The big telephone and cable companies wanted these programs to be tilted in their direction. Frontier thought those programs should be linked to its CASF-subsidised infrastructure projects, while the lobbying front for Comcast and Charter Communications – the California Cable and Telecommunications Association – gushed over the idea that grants should be tied to “partnerships” with incumbents, albeit non-exclusively. Guzman Aceves rejected Frontier’s cash grab, and broadened the allowable range of partnerships to include local community groups, non-profit and for-profit companies and any “other applicable organisation”. Incumbents can still play, but they don’t get a privileged position.

The public housing program was left largely unchanged. Cable company lobbyists failed to insert additional roadblocks. Service levels for subsidised broadband facilities in public housing communities are still pitifully poor, with a minimum download speed of 1.5 Mbps and no standard at all for upload speed.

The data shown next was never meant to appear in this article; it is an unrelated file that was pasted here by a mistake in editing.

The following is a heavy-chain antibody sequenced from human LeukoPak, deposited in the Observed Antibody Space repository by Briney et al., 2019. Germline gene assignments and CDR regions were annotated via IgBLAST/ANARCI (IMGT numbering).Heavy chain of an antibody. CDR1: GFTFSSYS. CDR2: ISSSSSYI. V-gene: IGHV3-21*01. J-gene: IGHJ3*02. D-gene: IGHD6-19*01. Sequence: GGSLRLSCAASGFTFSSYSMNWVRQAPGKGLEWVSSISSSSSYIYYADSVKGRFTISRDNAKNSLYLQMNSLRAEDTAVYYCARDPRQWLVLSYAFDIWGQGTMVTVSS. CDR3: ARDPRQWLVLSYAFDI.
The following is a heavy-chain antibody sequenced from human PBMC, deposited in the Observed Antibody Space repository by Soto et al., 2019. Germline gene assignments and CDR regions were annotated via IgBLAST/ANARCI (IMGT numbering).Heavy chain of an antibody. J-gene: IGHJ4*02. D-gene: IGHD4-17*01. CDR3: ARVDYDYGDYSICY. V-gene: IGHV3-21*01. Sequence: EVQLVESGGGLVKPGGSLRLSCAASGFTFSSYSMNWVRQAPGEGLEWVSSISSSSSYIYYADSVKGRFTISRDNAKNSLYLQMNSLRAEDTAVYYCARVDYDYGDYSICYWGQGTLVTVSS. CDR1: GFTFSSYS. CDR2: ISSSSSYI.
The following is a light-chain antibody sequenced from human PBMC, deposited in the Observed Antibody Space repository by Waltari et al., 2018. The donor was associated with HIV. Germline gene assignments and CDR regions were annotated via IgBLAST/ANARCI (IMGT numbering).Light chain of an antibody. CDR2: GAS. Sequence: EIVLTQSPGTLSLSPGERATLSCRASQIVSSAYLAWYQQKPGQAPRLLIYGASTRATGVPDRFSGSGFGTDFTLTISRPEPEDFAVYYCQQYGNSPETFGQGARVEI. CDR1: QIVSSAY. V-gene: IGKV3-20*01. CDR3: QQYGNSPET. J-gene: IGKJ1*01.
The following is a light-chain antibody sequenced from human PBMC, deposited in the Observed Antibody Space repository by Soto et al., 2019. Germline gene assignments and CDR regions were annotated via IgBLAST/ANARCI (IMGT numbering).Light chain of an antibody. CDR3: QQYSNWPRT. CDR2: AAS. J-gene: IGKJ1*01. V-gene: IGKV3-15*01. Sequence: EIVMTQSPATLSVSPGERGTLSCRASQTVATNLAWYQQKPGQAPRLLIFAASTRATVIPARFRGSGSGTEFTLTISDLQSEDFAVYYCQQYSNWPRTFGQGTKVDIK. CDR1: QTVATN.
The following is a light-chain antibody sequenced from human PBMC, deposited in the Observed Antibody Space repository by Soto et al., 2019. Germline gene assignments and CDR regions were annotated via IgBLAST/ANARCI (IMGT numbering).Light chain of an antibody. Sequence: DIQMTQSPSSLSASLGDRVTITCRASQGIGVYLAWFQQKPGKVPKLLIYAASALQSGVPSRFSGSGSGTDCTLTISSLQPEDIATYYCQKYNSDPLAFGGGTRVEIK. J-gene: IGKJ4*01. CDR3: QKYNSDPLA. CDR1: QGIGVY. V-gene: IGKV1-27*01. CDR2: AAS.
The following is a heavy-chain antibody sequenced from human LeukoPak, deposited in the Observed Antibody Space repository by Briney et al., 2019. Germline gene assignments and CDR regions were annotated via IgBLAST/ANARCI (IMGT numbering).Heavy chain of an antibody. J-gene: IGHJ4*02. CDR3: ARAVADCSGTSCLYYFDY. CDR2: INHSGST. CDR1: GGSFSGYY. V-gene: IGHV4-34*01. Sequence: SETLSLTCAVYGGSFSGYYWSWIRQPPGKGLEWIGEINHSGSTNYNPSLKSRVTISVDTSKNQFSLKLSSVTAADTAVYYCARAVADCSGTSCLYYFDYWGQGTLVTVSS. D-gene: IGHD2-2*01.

The draft also closes down the broadband infrastructure loan program, which was scrapped by the legislature last year. Existing loans will continue as is, and the two pending loan applications will be converted to grants.

The schedule calls for the CPUC to vote on the proposed decision at its 21 June 2018 meeting, with the first round of applications accepted on 1 July 2018. Comments on the draft are due on 7 June 2018.

The complete set of CASF reboot documents is here.

CPUC posts proposed new rules for Internet adoption, public housing broadband grants

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This morning, commissioner Martha Guzman Aceves released a draft plan for giving out grants to broadband adoption programs, revising an existing grant program that pays for broadband facilities in California’ public housing communities, and winding down a defunct broadband infrastructure loan account. You can read it here:

Proposed decision by commissioner Martha Guzman Aceves, implementing CASF broadband adoption program and modifying the CASF public housing broadband and infrastructure loan programs, 18 May 2018

You can find the background documents here.

I haven’t read through it all yet, so I’ll reserve comment until Monday. Enjoy your weekend!

Pay top dollar for low speed broadband, CPUC told